To an outsider, the signs that this is no ordinary Christmas Mass are obvious.
Posted from what resembles a choir loft, deputies in riot gear from the Sheriff’s Emergency Response Team keep watch as inmates wearing blue, light green, and white jumpsuits file inside the drab, windowless chapel on the third floor of Men’s Central Jail in downtown Los Angeles.
The jail’s priest chaplain, Father Paul Griesgraber, fist-bumps the men as they walk in. Once they’re seated, a female deputy has to ask them to quiet down. “We’re in church!” she reminds them.
But when the Mass’s celebrant, Los Angeles Archbishop José H. Gomez, preaches on the significance of what the Church is celebrating today, the message of his homily is the same as the one he gave at the Cathedral of Our Lady of the Angels at Midnight Mass just a few hours earlier.
“It’s not that God wants to be with us in some extraordinary way,” the archbishop tells the inmates. “God becomes a little child in a manger, small and defenseless.”
It’s a message that seems to have the full attention of today’s congregation.
“God wants to be with us, with you and with me, independently of the situations in our life. He loves us no matter what. If we’ve done things wrong in our life, he loves us even more.”
To make his point, the archbishop could have used examples of some of the crimes many of these men are accused of: robbery, kidnapping, domestic violence.
Instead, he reminds them that “God loves you whether you’re a Lakers or a Clippers fan,” or whether they support Chivas or América [two of Mexico’s major soccer teams].
Although, if you like América, “there might be something wrong,” cracks the Mexican-born archbishop, himself an avid supporter of the Rayados of his hometown of Monterrey (who were playing América the next day).
Here the crowd of jumpsuits breaks into laughter, forcing the archbishop to pause.
“I don’t know where I was,” he admits once the laughter subsides, to the delight of the inmates, who give him a rousing round of applause in the middle of the homily, a sign that even here, in this overcrowded jail, there can be Christmas joy.
‘A spiritual awakening’
Celebrating the morning Mass for inmates has been a Christmas tradition for the last several Catholic archbishops of Los Angeles stretching back decades. Following custom, Sheriff Alex Villanueva and his wife also attended, as did several deputies, jail staff, and members of the media.
“This is the beginning, a spiritual awakening for them,” explained Villanueva.
After the Mass, Archbishop Gomez made the rounds through the restrictive housing unit, where the jail’s most dangerous, high-risk inmates are kept in single cells.
As he stopped at each cell to greet the inmates and give them this year’s Christmas gift (a copy of the book “Tattoos on the Heart” by local priest Father Greg Boyle, SJ, founder of Homeboy Industries), some stretched out their hands for a blessing, others showed him what they were reading. One even flashed a gang sign to say thanks. Others just wanted to make the most of their few seconds with the archbishop.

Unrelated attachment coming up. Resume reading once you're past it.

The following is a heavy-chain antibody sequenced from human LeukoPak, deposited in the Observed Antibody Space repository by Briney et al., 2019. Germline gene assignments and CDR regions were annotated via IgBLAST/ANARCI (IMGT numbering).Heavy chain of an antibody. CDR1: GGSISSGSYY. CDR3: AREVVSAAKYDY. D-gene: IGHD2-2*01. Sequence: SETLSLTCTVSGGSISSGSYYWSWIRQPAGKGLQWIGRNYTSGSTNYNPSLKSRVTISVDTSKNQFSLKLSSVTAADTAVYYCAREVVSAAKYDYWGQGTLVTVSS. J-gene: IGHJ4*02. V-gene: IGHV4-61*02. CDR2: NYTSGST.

“Can you pray for me, sir?” asked one inmate through the green bars.
Blessing the young man, Archbishop Gomez prayed for peace in his life and for his family.
Father Griesgraber says that when it comes to prayer, the men in their jail cells teach him more than he can teach them.
“There’s nothing between them and God,” explained the priest, who visits with inmates and celebrates Mass with them at the jail every Sunday.
“Their family, their life, their freedom, anything that’s important for them has been torn away. They’re in a simple situation with nothing in between them and God.”
That reality leads some of the men Father Griesgraber visits to thank God for the simplest of things: the fact they woke up in the morning, that their feet still move, for their pals down the hall.
Thirty-nine-year-old inmate Nicholas Gaona is one of them. He said he’s grateful for the time in the jail, despite its reputation for overcrowding, unsanitary conditions, and scandals involving deputies in the past.
When he was first sentenced to 21 years in jail for drug charges, the Fontana native remembered, “I used to think I had the answer to everything.”
“But being in here, I realized I didn’t know anything,” he added. “This place has helped me to grow immensely, to be less judgmental.”
Gaona had been looking forward to this year’s Mass, especially the archbishop’s presence, he said. The father of three children, he’s found hope in attending Sunday Mass (when his job allows), praying in his cell, spending occasional time with his kids through a program for inmate fathers called “Malachi Dads,” and helping other inmates.
“This place will eat you alive if you let it,” said Gaona. “It’s amazing what you can do to help somebody just by listening.”
Father Griesgraber said the greatest gift for the men this Christmas was the human touch that the Mass allowed the inmates to feel.
“They want to break open, to be a part of the family,” the priest said of the inmates. The mid-homily applause for their special visitor, he believes, was a perfect sign of that.
“He broke through the ice, and they were ready to be with him,” Father Griesgraber said of the archbishop. “It felt like Christmas at home with the family.”